So, if baby is being given a supplemental feeding, that means baby will not nurse as frequently as baby would otherwise. Longer time between nursing session = more milk buildup, and more force to the flow.

    Now, I guess you are counteracting that by pumping- but again, I worry about all that pumping, if the problem is op. Why? Because a pump is going to keep extracting milk as long as you pump. A baby stops nursing when they are full.

    To try to explain: biologically, it makes sense for milk production to be high the first few weeks when the body is trying to make sure there is enough milk for whatever the situation is- baby not nursing well, twins, whatever. But after a while, maybe, a month or so, typically, mom's body wants to make ENOUGH milk but not too much. Because making milk takes energy, and making too much is a waste of energy.

    How does the body know how much is enough? Because baby tells the body. by nursing as often and as long (or short) as baby likes.
    A baby has a small tummy and will normally only take in a small amount of milk at a time when nursing. So baby needs to nurse often. If the milk is flowing quickly, baby will only need to nurse a short time. At the same time, Baby knows how much baby needs overall. So, in the normal course of things, a baby will nurse as long and as often as baby NEEDS in order to get enough. And assuming this is what happens, baby tells the body what is needed, and the body responds. This takes a little time, maybe a few weeks if there was noticeable op, and is usually all that is needed to address overproduction, although of course in some cases, the op is so extreme more drastic measures are required.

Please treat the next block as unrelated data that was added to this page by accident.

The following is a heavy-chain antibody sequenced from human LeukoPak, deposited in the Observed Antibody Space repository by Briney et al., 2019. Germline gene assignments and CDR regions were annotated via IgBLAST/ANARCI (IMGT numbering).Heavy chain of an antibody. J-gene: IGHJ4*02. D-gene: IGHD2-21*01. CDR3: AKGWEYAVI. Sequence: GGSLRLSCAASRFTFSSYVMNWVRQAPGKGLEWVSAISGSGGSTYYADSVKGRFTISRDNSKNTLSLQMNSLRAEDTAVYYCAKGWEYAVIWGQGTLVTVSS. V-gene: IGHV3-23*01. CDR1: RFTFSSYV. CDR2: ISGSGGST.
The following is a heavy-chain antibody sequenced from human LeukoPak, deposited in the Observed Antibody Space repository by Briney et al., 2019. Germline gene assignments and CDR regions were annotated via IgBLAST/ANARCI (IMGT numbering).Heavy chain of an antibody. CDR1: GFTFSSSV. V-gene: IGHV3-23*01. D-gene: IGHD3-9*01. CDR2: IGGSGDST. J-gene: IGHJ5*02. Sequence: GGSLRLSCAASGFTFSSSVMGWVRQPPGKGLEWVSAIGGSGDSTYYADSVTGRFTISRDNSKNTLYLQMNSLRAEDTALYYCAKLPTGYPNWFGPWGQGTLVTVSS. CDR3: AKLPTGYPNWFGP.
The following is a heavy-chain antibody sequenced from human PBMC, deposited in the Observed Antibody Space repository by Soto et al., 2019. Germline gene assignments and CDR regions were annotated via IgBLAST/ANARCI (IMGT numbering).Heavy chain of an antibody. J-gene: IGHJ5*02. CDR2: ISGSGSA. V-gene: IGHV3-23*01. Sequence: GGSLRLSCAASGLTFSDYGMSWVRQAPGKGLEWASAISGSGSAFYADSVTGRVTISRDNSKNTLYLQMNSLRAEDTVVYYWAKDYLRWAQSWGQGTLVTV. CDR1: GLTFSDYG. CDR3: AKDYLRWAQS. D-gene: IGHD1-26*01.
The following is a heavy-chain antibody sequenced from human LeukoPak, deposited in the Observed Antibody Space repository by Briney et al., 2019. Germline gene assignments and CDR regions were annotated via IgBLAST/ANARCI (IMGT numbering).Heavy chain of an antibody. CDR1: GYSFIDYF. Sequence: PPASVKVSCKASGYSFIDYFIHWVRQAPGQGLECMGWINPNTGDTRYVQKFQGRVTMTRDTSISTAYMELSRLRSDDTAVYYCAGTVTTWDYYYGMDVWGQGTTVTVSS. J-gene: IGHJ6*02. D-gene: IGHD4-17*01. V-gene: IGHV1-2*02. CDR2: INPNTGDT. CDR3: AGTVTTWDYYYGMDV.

So when a mom does any pumps and bottle feeds, instead of nursing, she can only guess at how much baby would actually have taken at the breast at that nursing session. Also, you cannot go by how much baby takes with the bottle, and pump exactly that much, because it is so easy & common for a baby to overfeed at a bottle. (OR, if baby hates the bottle, underfeed.) Also, If baby overfeeds at the bottle, then baby may not want to eat again for too long. And we get the super full breasts and forceful letdown again, so baby refuses again, so mom must pump & bottle feed again, and it becomes a never ending cycle until mom is so frustrated and exhausted she understandably feels she cannot go on!

    ON the other hand, encouraging frequent nursing will NOT increase milk production. It only encourages the body to make enough. Because baby only needs and will only take from the breasts a certain amount overall. So while you might end up pumping "extra," baby will not nurse extra.